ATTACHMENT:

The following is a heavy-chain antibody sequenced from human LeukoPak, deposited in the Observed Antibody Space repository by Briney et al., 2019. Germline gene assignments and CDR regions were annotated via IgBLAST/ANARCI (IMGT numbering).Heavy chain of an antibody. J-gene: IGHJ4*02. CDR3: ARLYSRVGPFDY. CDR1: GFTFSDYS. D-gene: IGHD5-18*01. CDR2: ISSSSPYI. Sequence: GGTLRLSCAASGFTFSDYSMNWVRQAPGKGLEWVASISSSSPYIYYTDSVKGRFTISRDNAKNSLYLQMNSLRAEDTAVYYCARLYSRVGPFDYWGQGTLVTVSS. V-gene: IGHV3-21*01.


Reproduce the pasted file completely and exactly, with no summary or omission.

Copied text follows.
The following is a heavy-chain antibody sequenced from human LeukoPak, deposited in the Observed Antibody Space repository by Briney et al., 2019. Germline gene assignments and CDR regions were annotated via IgBLAST/ANARCI (IMGT numbering).Heavy chain of an antibody. J-gene: IGHJ4*02. CDR3: ARLYSRVGPFDY. CDR1: GFTFSDYS. D-gene: IGHD5-18*01. CDR2: ISSSSPYI. Sequence: GGTLRLSCAASGFTFSDYSMNWVRQAPGKGLEWVASISSSSPYIYYTDSVKGRFTISRDNAKNSLYLQMNSLRAEDTAVYYCARLYSRVGPFDYWGQGTLVTVSS. V-gene: IGHV3-21*01.